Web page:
The Chargers have not made much of an effort to target Philip Rivers‘ heir apparent yet. Because the plan still appears to be a semi-long-term future with their current starter. Extension talks between the Bolts and their 37-year-old quarterback are set to commence. Rivers confirmed no such discussions have unfolded yet, but going through his 15th season did not change his mindset to avoid retirement for a while. The 2004 first-round pick gave the “year-by-year” answer during a radio interview with San Diego’s XTRA 1360 (via Pro Football Talk) before adding he believes he has a “handful” of seasons left. In the final year of his latest contract, Rivers is due an $11MM base salary and $5MM roster bonus in 2019. A $23MM cap charge is attached to this deal, and another re-up would bring that down. Los Angeles is projected to hold middle-of-the-pack cap space ($25MM-plus).

Here is the latest from the West divisions, moving to one of the Bolts’ top rivals:

  • Although Domata Peko‘s two seasons in Denver doubled as the Broncos‘ worst two-year stretch since the early 1970s, the veteran nose tackle rewarded the team’s modest investment. Again a free agent, Peko wants to continue his stay in Denver. “Of course I want to be back,” Peko said, via Jeff Legwold of ESPN.com. “I love it here, love these guys, you don’t know what they’re going to decide. But I feel good, like I can play.” The Broncos saw more improvement from Shelby Harris, an RFA who could be in line for a hefty raise. Harris could slide in and become Denver’s new starting nose, but Peko, at 34, may not cost too much to retain as a part-time player. Pro Football Focus slotted the longtime Bengals nose man as this year’s No. 42 interior defender.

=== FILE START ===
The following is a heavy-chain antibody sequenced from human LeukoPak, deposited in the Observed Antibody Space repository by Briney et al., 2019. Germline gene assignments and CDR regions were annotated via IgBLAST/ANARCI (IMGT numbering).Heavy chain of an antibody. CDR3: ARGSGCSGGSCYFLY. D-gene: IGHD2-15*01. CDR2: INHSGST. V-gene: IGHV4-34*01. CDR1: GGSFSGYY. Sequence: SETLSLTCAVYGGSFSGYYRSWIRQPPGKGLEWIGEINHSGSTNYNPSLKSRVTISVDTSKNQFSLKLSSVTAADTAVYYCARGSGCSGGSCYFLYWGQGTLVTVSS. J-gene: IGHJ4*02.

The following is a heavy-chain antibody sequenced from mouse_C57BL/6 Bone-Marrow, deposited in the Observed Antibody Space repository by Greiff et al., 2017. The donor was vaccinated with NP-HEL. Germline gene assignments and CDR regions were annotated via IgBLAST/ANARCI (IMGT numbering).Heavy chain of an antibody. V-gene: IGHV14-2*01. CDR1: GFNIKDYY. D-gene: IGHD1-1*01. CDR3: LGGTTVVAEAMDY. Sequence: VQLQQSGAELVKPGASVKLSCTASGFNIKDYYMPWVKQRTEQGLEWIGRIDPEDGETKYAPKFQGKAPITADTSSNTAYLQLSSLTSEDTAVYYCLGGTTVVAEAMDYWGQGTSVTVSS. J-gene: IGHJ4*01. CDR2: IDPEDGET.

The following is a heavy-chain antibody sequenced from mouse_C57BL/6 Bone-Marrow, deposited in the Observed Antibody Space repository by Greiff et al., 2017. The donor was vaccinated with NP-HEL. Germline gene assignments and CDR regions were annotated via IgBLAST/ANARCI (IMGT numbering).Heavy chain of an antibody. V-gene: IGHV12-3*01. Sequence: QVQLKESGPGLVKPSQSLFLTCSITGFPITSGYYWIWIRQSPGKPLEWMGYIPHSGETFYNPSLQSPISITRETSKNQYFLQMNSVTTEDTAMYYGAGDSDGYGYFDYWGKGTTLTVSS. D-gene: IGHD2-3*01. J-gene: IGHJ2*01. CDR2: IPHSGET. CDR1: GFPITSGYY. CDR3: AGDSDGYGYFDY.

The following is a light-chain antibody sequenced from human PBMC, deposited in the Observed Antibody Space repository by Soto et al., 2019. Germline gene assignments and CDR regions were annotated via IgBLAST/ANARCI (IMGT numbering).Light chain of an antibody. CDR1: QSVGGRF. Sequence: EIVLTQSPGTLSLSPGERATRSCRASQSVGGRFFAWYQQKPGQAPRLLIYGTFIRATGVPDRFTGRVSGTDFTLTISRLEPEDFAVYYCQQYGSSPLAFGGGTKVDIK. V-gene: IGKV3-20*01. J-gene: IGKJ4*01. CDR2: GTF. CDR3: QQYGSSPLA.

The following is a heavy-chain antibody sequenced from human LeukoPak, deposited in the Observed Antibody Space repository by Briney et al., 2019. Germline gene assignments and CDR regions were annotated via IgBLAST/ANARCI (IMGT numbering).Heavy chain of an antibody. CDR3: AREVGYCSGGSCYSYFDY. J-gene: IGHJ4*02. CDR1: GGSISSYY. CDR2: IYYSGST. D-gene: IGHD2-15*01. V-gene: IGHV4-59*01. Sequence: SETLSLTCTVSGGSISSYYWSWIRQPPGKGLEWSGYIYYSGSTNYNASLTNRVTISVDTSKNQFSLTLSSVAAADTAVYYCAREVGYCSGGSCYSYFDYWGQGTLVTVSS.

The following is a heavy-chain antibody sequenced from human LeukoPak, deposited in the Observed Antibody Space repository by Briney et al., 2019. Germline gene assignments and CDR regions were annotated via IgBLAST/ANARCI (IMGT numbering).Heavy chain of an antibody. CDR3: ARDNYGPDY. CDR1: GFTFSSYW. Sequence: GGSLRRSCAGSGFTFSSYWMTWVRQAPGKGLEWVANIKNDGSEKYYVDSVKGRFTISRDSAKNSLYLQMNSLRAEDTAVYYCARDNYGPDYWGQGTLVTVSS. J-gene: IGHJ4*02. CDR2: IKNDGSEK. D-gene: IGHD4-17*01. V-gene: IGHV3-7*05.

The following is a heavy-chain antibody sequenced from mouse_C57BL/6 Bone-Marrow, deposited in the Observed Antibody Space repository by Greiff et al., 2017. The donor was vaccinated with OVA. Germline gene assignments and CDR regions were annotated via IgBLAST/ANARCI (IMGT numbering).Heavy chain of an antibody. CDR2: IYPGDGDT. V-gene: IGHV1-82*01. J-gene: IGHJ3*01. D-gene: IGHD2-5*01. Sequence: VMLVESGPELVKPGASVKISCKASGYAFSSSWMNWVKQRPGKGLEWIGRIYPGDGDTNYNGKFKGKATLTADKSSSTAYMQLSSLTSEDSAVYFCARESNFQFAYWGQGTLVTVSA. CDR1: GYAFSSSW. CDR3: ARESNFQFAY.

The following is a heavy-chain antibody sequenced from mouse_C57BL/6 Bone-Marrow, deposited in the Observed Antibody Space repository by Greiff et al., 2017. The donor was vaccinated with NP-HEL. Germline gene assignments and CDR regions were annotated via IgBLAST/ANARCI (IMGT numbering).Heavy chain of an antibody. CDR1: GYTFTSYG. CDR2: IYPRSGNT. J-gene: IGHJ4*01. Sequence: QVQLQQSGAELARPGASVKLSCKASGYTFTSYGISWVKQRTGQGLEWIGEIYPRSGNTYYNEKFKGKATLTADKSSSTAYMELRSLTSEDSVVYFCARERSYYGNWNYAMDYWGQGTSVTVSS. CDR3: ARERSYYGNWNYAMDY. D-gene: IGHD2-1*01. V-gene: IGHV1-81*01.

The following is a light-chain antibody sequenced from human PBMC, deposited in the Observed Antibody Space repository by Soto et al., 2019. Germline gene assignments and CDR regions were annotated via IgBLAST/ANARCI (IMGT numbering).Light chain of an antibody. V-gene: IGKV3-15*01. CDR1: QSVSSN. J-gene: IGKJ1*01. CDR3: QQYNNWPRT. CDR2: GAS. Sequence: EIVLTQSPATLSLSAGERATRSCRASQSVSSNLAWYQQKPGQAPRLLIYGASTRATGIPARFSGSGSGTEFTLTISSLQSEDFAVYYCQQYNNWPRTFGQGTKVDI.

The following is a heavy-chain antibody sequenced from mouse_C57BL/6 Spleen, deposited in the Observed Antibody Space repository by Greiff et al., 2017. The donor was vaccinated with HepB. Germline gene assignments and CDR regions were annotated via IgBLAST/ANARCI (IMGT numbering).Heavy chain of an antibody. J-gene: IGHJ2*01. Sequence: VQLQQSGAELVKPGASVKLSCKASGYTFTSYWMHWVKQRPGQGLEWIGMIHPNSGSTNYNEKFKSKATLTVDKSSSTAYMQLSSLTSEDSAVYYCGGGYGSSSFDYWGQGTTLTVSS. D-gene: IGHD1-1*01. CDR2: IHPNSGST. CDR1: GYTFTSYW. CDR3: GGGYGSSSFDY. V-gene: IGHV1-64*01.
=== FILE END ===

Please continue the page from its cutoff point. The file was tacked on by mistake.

• Conversely, the Broncos’ half-decade run with Bradley Roby is expected to end, per Legwold. Neither Roby nor 2015 first-rounder Shane Ray are expected back in Denver next season. The Broncos have a solid glut of impending UFAs, with Matt Paradis and Shaquil Barrett joining Peko, Roby and Ray. While the Broncos have Von Miller and Bradley Chubb residing as one of the NFL’s best pass-rushing duos, their formerly formidable cornerback corps will be incredibly thin without Roby. All-Pro Chris Harris is still under contract, but for just one more season.